Clinton administration officials said they will ask the U.N. Security Council today to take swift and firm action to force President Saddam Hussein of Iraq to allow Americans into his country as members of a U.N. weapons inspection team.
Iraq blocked two Americans on the team from entering the country on Sunday, its second such action in less than a week.
"This is serious, it's unacceptable and it's outrageous behavior on the part of the Iraqis," said Bill Richardson, the U.S. delegate to the United Nations. "We're not seeking a military confrontation with Iraq. We want to resolve this diplomatically. But we're not ruling anything out."
The two American inspectors, who landed at Habbaniya Airport about 60 miles north of Baghdad, were asked to leave by Iraqi officials and returned to Bahrain on a U.N. plane, news services reported. A third American who arrived with them, who works for the International Atomic Energy Agency, was not barred but chose to leave with the other Americans.
The weapons inspectors had tried unsuccessfully to enter Iraq on Thursday, and their expulsion on Sunday was the latest in a series of confrontations with Hussein over the inspections put in place after the Persian Gulf war in 1991.
Speaking on the ABC News program This Week, Richardson said pointedly that there was no room for compromise with Hussein's demand that no Americans take part in the inspections.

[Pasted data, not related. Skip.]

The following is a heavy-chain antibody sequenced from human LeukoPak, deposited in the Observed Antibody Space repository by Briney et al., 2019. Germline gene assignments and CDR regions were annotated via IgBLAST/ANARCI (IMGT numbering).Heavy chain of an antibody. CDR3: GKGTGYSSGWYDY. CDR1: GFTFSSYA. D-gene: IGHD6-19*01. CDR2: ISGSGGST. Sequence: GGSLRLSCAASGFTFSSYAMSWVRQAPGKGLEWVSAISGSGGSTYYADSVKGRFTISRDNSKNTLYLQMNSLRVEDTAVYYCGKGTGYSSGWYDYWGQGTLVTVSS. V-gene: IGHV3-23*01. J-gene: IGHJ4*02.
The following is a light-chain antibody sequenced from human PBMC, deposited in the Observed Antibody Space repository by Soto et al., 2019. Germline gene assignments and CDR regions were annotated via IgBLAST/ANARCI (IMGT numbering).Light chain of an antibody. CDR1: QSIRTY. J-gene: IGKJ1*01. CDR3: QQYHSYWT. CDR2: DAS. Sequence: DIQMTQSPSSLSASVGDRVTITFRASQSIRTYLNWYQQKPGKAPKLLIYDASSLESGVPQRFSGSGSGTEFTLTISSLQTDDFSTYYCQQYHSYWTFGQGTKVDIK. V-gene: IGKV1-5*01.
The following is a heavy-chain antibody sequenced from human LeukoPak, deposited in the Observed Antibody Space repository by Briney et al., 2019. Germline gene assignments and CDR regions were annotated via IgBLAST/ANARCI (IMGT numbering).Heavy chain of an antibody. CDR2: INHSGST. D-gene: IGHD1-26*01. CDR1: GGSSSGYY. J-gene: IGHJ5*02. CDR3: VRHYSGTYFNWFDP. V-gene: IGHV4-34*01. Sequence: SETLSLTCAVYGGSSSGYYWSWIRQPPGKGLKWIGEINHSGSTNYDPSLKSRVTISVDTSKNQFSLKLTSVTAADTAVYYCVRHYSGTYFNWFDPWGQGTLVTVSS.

"There is no negotiation," Richardson said. "He is in noncompliance, and he must comply. This is not a fight between the U.S. and Iraq. This is Iraq confronting the United Nations."
U.N. officials said on Sunday that Secretary General Kofi Annan planned to press home that message with Hussein by sending a three-member delegation to Baghdad this week.
The three diplomats expected to make up the delegation are Lakhdar Brahimi of Algeria, a diplomatic troubleshooter for the secretary general; Emilio Cardenas of Argentina, a banker and diplomat; and Jan Eliasson, a senior Swedish diplomat.
Richardson previously opposed sending a similar delegation, but the United States has since been assured that the team will not negotiate, only insist on compliance.
While Richardson, selected by the administration to be its main spokesman on this issue, suggested that military action would not be the first option, members of Congress from both parties lined up eagerly on Sunday to say they would be wholly supportive if President Clinton chose to strike at Iraq.
The House speaker, Newt Gingrich said on the NBC News program Meet the Press that he would "absolutely" support a decision to take military action against Hussein. That sentiment was echoed on the program by the Senate majority leader, Trent Lott, and the Democratic leaders in Congress, Sen. Thomas Daschle and Rep. Richard Gephardt.
The confrontation could heat up this week. The head of the U.N. weapons inspection team, Richard Butler, said in a telephone interview that he intended for his team to resume its work in Iraq this morning as the Security Council meets in New York.
Of the 40 weapons inspectors now in Iraq, six are Americans, Butler said. Three Americans left Thursday as part of the normal rotation of team members, a U.N. spokesperson said, and another left on Sunday. One Western diplomat said he believed that there were eight Americans still in Iraq; there was no explanation of the discrepancy.
Butler said he expected to resist Hussein's demands that the remaining Americans leave Iraq by Thursday.
"I'm mystified as to why Iraq has done this," he said, "because it cannot and will not be allowed to stand. It's simply against all the rules. U.N. procedures cannot work if a nation can say it doesn't want Americans on a U.N. team."